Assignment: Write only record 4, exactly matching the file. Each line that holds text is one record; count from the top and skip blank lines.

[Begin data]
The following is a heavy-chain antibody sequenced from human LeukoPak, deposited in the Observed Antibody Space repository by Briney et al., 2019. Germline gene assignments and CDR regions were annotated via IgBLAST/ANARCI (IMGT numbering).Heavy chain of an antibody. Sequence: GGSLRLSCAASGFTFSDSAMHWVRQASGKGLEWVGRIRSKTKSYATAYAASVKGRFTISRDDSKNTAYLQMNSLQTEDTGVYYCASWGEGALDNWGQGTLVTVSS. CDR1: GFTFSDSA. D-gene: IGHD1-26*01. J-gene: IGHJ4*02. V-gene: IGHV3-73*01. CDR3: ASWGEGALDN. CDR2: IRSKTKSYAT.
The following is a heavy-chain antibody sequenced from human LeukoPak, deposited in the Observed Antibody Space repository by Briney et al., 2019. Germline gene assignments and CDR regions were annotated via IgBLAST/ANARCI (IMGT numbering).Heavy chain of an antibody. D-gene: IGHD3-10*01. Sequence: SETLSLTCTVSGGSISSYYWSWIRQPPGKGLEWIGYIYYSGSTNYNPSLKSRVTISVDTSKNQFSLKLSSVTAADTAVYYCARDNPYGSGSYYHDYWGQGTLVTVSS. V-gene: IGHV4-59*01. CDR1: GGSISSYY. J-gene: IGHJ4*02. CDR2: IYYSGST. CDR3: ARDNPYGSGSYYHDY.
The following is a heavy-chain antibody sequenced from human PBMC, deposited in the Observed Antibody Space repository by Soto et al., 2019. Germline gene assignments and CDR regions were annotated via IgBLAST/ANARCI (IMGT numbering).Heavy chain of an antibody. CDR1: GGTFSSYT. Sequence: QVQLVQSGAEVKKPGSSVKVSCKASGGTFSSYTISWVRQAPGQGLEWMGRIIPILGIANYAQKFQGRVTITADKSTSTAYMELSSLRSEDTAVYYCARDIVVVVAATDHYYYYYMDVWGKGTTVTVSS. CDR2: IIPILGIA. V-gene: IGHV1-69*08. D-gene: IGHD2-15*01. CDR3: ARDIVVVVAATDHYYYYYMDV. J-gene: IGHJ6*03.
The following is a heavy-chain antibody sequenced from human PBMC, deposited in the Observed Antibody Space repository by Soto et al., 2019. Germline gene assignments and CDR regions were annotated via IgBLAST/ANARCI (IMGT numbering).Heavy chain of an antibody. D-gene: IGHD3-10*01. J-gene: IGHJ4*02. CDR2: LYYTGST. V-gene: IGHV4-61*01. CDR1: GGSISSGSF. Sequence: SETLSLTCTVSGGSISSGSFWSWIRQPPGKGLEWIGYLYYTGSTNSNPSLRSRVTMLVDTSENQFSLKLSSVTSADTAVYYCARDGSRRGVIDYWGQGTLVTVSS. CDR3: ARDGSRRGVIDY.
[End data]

The following is a heavy-chain antibody sequenced from human PBMC, deposited in the Observed Antibody Space repository by Soto et al., 2019. Germline gene assignments and CDR regions were annotated via IgBLAST/ANARCI (IMGT numbering).Heavy chain of an antibody. D-gene: IGHD3-10*01. J-gene: IGHJ4*02. CDR2: LYYTGST. V-gene: IGHV4-61*01. CDR1: GGSISSGSF. Sequence: SETLSLTCTVSGGSISSGSFWSWIRQPPGKGLEWIGYLYYTGSTNSNPSLRSRVTMLVDTSENQFSLKLSSVTSADTAVYYCARDGSRRGVIDYWGQGTLVTVSS. CDR3: ARDGSRRGVIDY.